Sallie Mae Bank Savings Account: Includes a Upromise 10% Bonus

Why is Sallie Mae a Bank Now?

Sallie Mae is getting into the online savings business. It makes sense I guess. They offer college loans and are finding, just like any lender, that they can do more loans by possibly taking on customers via online savings. Perfect marketing strategy actually. Get a bunch of guys like me with a kid to save money in their savings account and then by the time my kid needs to go to college, I use my savings, 529 plan, and add on a Sallie Mae loan to cover the rest. Genius.

Also, it probably doesn’t hurt them to get a nice influx of cash right now. That, plus, I think online banking is just becoming more acceptable these days, and since Sallie Mae doesn’t have to build bank buildings to make this happen, it works out for them.

About the Sallie Mae Savings Account

Their savings account it pretty straight forward. The rate is good compared to other online savings accounts. There is no minimum balance requirements like EverBank has. Although there are some minimum requirements if you want to take advantage of the 10% Upromise earnings match. See more below.

Fees? The only fees that I see on the account are a $5 statement fee (which you incur only if you have a statement mailed to you) and a excessive transaction fee (which is standard for online savings accounts) of $10 for each monthly withdrawal over 6. These fees are online savings industry standard and should never affect you if you just use the account as a normal savings account.

Certificates of Deposit

There are three different CD options at Sallie Mae: 12 months, 36 months, and 60 months. The rates are pretty straight forward and there are no minimums. The early withdrawal fees are standard. See how they compare with other CD rates and consider a CD laddering strategy.

Extra Upromise Rewards!
To compliment your Upromise account and Sallie Mae savings account, sign up for the Upromise MasterCard Credit Card. This card has no annual fee, it comes with a $25 bonus and a 0% balance transfer option, and you earn bonus rewards points towards your Upromise college savings. See my full Upromise Credit Card review.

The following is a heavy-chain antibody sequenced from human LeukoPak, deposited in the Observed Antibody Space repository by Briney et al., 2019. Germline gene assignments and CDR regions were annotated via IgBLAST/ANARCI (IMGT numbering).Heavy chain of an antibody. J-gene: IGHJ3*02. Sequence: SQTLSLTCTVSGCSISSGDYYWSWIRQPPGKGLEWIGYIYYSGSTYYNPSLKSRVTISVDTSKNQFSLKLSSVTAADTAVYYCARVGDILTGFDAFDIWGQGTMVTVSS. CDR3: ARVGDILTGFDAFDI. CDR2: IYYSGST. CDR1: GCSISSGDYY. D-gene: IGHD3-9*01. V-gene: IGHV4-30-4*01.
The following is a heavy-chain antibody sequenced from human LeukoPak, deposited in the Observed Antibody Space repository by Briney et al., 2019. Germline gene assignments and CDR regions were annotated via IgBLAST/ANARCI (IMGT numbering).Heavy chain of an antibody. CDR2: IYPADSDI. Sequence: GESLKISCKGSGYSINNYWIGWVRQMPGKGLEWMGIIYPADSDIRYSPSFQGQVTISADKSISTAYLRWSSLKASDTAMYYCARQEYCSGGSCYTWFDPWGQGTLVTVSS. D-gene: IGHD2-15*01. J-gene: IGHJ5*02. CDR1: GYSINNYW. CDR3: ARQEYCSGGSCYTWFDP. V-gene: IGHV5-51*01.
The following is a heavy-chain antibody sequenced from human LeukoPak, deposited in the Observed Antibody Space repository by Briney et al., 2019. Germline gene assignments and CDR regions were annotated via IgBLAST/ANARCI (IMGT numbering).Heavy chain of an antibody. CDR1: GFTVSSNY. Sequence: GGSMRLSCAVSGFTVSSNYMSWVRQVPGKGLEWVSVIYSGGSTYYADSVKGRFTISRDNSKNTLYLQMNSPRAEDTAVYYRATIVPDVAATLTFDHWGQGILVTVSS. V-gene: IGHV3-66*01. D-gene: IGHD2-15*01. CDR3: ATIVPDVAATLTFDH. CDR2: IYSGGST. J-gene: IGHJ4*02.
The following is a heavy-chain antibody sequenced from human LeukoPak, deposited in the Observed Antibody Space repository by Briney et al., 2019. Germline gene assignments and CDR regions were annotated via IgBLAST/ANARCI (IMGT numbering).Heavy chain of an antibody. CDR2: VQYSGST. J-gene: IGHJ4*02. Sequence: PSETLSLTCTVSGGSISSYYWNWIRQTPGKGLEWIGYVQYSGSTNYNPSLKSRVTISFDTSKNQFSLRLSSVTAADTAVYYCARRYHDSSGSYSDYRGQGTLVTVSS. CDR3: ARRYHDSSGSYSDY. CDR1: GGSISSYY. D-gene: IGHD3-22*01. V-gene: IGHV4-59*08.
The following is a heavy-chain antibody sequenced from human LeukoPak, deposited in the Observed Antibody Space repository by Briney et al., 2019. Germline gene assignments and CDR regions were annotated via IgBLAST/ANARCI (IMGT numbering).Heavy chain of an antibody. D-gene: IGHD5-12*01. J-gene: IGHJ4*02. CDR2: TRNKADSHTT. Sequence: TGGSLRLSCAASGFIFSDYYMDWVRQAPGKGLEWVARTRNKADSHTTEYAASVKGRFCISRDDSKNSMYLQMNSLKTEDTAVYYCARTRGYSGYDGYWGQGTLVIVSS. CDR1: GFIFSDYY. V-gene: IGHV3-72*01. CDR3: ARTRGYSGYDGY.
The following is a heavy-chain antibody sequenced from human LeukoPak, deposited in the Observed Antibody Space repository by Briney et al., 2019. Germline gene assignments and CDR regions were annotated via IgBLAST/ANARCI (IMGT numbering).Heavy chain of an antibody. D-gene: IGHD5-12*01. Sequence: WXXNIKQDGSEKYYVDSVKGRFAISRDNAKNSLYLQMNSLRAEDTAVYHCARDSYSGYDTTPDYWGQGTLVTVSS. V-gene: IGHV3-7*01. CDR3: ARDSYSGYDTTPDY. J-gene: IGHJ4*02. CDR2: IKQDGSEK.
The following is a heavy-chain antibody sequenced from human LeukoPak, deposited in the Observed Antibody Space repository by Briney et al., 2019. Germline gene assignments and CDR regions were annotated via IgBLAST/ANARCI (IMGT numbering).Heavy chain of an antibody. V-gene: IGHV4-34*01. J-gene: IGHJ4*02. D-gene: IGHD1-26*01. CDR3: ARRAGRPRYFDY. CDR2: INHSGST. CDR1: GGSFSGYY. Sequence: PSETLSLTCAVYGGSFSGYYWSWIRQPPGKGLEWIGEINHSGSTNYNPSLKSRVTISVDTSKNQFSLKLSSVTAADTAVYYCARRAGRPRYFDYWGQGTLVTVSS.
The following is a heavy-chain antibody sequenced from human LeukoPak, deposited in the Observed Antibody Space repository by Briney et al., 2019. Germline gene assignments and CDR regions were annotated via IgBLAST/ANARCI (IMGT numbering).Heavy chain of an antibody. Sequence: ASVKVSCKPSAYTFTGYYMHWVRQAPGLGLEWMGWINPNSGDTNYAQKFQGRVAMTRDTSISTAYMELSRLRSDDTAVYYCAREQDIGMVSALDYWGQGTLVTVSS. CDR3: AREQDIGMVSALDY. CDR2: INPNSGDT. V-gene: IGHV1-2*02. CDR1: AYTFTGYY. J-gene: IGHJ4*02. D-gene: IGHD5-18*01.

Upromise 10% Annual Match on Earnings

This is where the Sallie Mae savings account shines. If you are Upromise user and earn a decent amount from Upromise each year, you will want to take advantage of this account. Here’s how the match works. Sallie Mae will look at your Upromise earnings at the end of the year (Dec 31) and multiply your total earnings for the year by 10%. They will then fund your Sallie Mae savings account with those bonus funds. That means if you earn $500 in Upromise earnings during the year, Sallie Mae will pay you $50 in bonus money. Nice.

Requirements to get the match:

To be eligible for the match you have to link your savings account to your Upromise account, and do one of the following: set up a automatic savings deposit of at least $25 OR fund the account with $5,000. Earnings from the annual match will be deposited in your savings account each February.

How To Open Either the Savings Account or the CDs

You will need to visit Sallie Mae Bank. Select which account you want (savings or CD). Then, provide the following information: SSN, drivers license or other ID, and checkbook to get your account and routing number for the initial deposit. You will also need joint account member info if you plan on making it a joint account.

The set up process is really quick. And once you’ve made your initial deposit you’re off and running. Remember to get the 10% Upromise earnings bonus you will need to create the $25 automated savings deposit, or fund at least $5k.



Last Edited: February 26, 2012 @ 4:36 pm The content of ptmoney.com is for general information purposes only and does not constitute professional advice. Visitors to ptmoney.com should not act upon the content or information without first seeking appropriate professional advice. In accordance with the latest FTC guidelines, we declare that we have a financial relationship with every company mentioned on this site.
About Philip Taylor

Philip Taylor, aka "PT", is a CPA, financial writer, FinCon CEO, and husband and father of three. He created PT Money back in 2007 to share his thoughts on money and to meet others passionate about managing their finances. All the content on this blog is original, and created or edited by PT. Read more about Philip Taylor, and be sure to connect with him on Twitter, Facebook, or view the Philip Taylor+ Google profile.

Comments

  1. Dan - BankVibe says:

    They just lowered their rate to 1.30% APY from 1.40% APY last week but they still remain at the top of the charts for interest rates on either online savings accounts or money market accounts. The UPromise integration is also a very promising feature that we particularly like.